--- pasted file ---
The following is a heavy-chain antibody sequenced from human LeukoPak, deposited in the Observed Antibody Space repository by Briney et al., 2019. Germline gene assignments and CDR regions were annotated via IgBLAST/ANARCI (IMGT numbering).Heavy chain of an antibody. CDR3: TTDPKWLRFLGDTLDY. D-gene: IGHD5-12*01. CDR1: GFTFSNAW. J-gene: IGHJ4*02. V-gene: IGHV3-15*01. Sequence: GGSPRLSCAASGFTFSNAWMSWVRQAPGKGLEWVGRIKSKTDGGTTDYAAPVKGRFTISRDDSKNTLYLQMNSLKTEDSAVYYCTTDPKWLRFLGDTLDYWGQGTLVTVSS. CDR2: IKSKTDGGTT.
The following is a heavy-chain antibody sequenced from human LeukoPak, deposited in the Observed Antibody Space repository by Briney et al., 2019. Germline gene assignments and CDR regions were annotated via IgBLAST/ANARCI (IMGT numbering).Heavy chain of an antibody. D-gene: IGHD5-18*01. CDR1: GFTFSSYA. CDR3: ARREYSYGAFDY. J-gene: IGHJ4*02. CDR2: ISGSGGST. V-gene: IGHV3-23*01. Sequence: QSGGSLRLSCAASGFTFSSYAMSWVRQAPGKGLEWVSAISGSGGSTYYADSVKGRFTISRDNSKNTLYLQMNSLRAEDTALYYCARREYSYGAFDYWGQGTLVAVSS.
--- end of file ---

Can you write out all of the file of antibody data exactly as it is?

The following is a heavy-chain antibody sequenced from human LeukoPak, deposited in the Observed Antibody Space repository by Briney et al., 2019. Germline gene assignments and CDR regions were annotated via IgBLAST/ANARCI (IMGT numbering).Heavy chain of an antibody. CDR3: TTDPKWLRFLGDTLDY. D-gene: IGHD5-12*01. CDR1: GFTFSNAW. J-gene: IGHJ4*02. V-gene: IGHV3-15*01. Sequence: GGSPRLSCAASGFTFSNAWMSWVRQAPGKGLEWVGRIKSKTDGGTTDYAAPVKGRFTISRDDSKNTLYLQMNSLKTEDSAVYYCTTDPKWLRFLGDTLDYWGQGTLVTVSS. CDR2: IKSKTDGGTT.
The following is a heavy-chain antibody sequenced from human LeukoPak, deposited in the Observed Antibody Space repository by Briney et al., 2019. Germline gene assignments and CDR regions were annotated via IgBLAST/ANARCI (IMGT numbering).Heavy chain of an antibody. D-gene: IGHD5-18*01. CDR1: GFTFSSYA. CDR3: ARREYSYGAFDY. J-gene: IGHJ4*02. CDR2: ISGSGGST. V-gene: IGHV3-23*01. Sequence: QSGGSLRLSCAASGFTFSSYAMSWVRQAPGKGLEWVSAISGSGGSTYYADSVKGRFTISRDNSKNTLYLQMNSLRAEDTALYYCARREYSYGAFDYWGQGTLVAVSS.